Christchurch rocked again by aftershocks

STRONG aftershocks have hit New Zealand's earthquake-ravaged city of Christchurch, toppling one of the few central buildings still standing and plunging thousands of homes into darkness.

Bricks crashed down in the cordoned-off city centre yesterday, where only workers have gone since it was devastated in February's major earthquake.

About 200 people were there when the aftershocks struck, and two were briefly trapped in a church.

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More than 40 people have been taken to hospitals with minor injuries from falling debris, the city council said.

"We are being enveloped with dust," Christchurch mayor Bob Parker said. "It is very, very scary."

All across the city, people fled buildings in panic when a magnitude 5.2 earthquake struck during lunchtime. Just over an hour later, a magnitude 6 hit, according to the US Geological Survey. Smaller tremors were also recorded.

Several buildings were damaged in the city centre and suburbs.

"All the shops have fallen down," said Renee Murray, who works at a pizza shop in a suburb. "Half of the roof has fallen in but they have not fully collapsed."

Thousands of aftershocks have followed the magnitude 6.3 earthquake that killed 181 people on 22 February. That tremor and its aftershocks have been very shallow, which along with proximity to the city, have made them very destructive. Yesterday's tremors were six miles deep, according to the USGS.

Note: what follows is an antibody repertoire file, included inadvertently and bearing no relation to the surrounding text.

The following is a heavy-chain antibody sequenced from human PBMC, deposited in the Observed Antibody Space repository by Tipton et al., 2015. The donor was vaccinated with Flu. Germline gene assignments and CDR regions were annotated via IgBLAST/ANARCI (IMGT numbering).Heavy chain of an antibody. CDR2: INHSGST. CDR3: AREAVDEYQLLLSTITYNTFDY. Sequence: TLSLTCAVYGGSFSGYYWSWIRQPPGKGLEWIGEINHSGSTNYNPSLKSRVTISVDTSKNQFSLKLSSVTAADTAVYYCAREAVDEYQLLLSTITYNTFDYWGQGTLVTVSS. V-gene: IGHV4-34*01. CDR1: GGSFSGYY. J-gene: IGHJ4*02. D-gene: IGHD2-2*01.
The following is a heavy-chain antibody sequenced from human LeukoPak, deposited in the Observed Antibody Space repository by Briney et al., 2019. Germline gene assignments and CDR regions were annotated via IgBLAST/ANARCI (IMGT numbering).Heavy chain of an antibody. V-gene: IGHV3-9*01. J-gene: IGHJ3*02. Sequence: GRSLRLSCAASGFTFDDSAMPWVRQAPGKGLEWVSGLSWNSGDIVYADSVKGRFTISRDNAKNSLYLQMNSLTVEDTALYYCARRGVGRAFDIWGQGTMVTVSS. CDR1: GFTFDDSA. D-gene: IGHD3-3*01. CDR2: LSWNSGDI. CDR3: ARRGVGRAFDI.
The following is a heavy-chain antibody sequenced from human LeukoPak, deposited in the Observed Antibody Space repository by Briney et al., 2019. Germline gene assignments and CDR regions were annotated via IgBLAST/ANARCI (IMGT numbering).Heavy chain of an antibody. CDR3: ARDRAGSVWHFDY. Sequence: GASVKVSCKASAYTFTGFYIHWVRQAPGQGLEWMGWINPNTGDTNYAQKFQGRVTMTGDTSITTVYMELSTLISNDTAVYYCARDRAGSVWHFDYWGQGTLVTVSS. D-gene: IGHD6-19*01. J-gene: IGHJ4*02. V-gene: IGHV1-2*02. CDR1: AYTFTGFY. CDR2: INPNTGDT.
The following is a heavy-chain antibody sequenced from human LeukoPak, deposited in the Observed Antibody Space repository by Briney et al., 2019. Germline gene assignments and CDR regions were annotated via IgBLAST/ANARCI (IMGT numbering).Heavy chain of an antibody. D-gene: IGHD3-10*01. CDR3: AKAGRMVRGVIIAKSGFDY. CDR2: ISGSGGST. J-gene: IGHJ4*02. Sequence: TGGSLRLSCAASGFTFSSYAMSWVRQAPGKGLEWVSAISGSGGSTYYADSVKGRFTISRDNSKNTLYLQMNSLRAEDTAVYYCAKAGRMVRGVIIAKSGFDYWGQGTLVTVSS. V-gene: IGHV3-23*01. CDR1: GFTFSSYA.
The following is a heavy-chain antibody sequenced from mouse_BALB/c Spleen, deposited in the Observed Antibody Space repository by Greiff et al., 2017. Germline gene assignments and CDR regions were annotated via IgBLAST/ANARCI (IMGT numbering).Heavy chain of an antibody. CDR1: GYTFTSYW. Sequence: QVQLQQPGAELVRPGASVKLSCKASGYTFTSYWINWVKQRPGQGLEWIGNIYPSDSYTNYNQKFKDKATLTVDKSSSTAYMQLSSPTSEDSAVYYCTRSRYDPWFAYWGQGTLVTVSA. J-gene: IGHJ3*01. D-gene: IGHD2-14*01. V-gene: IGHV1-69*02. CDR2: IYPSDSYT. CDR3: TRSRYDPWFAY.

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About 47,000 homes in the city's eastern suburbs were without power last night, with temperatures expected to approach freezing.

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Rocks tumbled down hills in the area, which was among the hardest hit in February, and silt bubbled from the earth - a process known as liquefaction that sometimes happens during an earthquake.

After the February earthquake, 300,000 tons of silt had to be scraped away, and the silt alone made thousands of homes uninhabitable.

On one road yesterday, a large car tipped front-first into a hole that opened in the asphalt. A police car sank into another.

Roger Sutton, chief executive of the Canterbury Earthquake Recovery Authority, said the extra damage to the city centre means some buildings that had been salvageable "are now seriously damaged and will have to be brought down".

The group's demolition manager "was driving (during the magnitude 6 quake], and there were buildings coming down in front of him, coming down behind him," Mr Sutton said.

"He's very lucky to be alive."

Two people who were injured were salvaging windows from St John's Church when the facade, the last wall standing after February's earthquake, collapsed. Police said they were rescued and taken to a hospital with cuts and bruises.Another building nearby fell, according to police, and the dean of Christchurch Cathedral said the collapsed building suffered new damage.

"This has been a setback for Christchurch and its people, but it does not lessen our resolve to rebuild," prime minister John Key said. "The people of Christchurch should know all New Zealanders are thinking of them and will continue to support and stand by them in this very difficult time."

New Zealand's earthquake monitoring service said yesterday that more aftershocks overnight had followed the two main quakes, the largest measuring magnitude 4.7.

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